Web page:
Grow your own worm farm

Located on Level 6 of Melbourne’s Curtin House, Mexican restaurant Mesa Verde is at the forefront of sustainability in the country, having partnered with Worm Lovers founder Richard Thomas to carry out a huge eco-project on its rooftop, using Hungry Bin worm farms as its green centrepiece. Richard chats to MiNDFOOD about Mesa Verde’s game-changing garden and how you can grow your own one at home.

How did you get to be involved in worm farms?

I’m actually an ecological artist and work on all sorts of environmental projects. I’ve headed up two sustainability projects – one around forest conservation and the other around worms and composting organic waste sustainable food gardens (that’s a mouthful isn’t it). So a big part of what I do is bring all these elements  – design and functionality – to come up with an integrated, sustainable design, which really came to fruition on that project because it required all these different elements to come together.

How did the relationship with Mexican restaurant, Mesa Verde, eventuate?

It kind of evolved very organically. The owner of the building wanted to redevelop the top of the building. I pitched the idea – they decided to put in Mr Verde, they also needed to upgrade their cool-room to supply the rooftop bar so I said, ‘why don’t we build a food garden and a worm farm integrated with the cool-room, so that we can actually provide passive cooling to the cool room?’

What’s involved in that process?

If the cool room is in the shade, it is probably five degrees cooler than if it were in the blazing sun, so you therefore use less electricity to cool it. And so that was the first pitch, and then we started talking about the food we were going to grow for the restaurant. Some of the herbs and things they use in the restaurant aren’t readily available in the market, so we decided we could grow some of those ingredients in the garden with the right system.

We also grow herbs for the bar as well   – some of the lesser-known ones used in their cocktails, like olive bush and sage. We grow all these on the rooftop.

The other part of equation is the worm farm, so I’ve been involved with Worm Lovers for 10 years. We specialise in worm farming systems of all different scales. There are different angles to that – one of those is obviously on site organic waste management. Setting these up on site means we can process quite e a large amount of waste coming out of kitchen and turn this into high-grade  food source for the garden.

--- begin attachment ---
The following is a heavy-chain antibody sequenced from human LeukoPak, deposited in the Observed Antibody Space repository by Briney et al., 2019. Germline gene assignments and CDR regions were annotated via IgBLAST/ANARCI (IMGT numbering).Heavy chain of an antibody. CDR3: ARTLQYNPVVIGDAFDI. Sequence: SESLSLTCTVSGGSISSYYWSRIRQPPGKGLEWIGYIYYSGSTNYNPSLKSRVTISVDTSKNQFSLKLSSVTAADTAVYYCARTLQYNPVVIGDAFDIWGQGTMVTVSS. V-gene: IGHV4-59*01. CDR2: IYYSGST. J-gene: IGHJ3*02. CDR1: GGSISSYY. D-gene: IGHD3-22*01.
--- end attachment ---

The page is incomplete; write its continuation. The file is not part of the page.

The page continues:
How do worm farms work, exactly?

Worms are supercharged; they turn food scraps into incredible superfoods – chockablock full of nutrients and beneficial microbes that create the ideal conditions for really healthy, very robust and successful food crops. Basically, the flavours you get out of food that’s grown in worm castings is second to none – they tend to be very disease-resistant, they increase fruit cropping (you can get twice as many tomatoes from a tomato plant grown in a worm casting). The fantastic thing about it is it is pH0 neutral so you can pretty much grow any plant in it. It’s been really successful.

We don’t use any synthetic fertiliser; we don’t use any pesticides. The whole principal of biological gardens is that if the soil is healthy enough, then the plant can actually resist a lot of the pests and diseases naturally.

Could you grow a worm farm at home?

Absolutely – all of our systems are based around the Hungry Bin Worm Farm – which are available to the general public – and we ship them all over Australia. We’ve got a really good manual that comes with it – it’s probably the best worm farm you can get. It’s a new design that’s only come out the last few months, designed by a Kiwi guy – it’s on wheels so you can wheel it around. One Hungry Bin will service all the food scraps of a family of five and probably produce enough high-grade compost to fertilise a decent size vegie garden. So they are available to anyone really. There’s a bit of know-how needed – there’s a bit of training and love that needs to go into it – it is a living system after all. You do need to manage the input to get the water and nutrients and so on, but once you get it right, it’s pretty self-sustaining.

For more information on Hungry Bins and how to start your own worm farm, click here.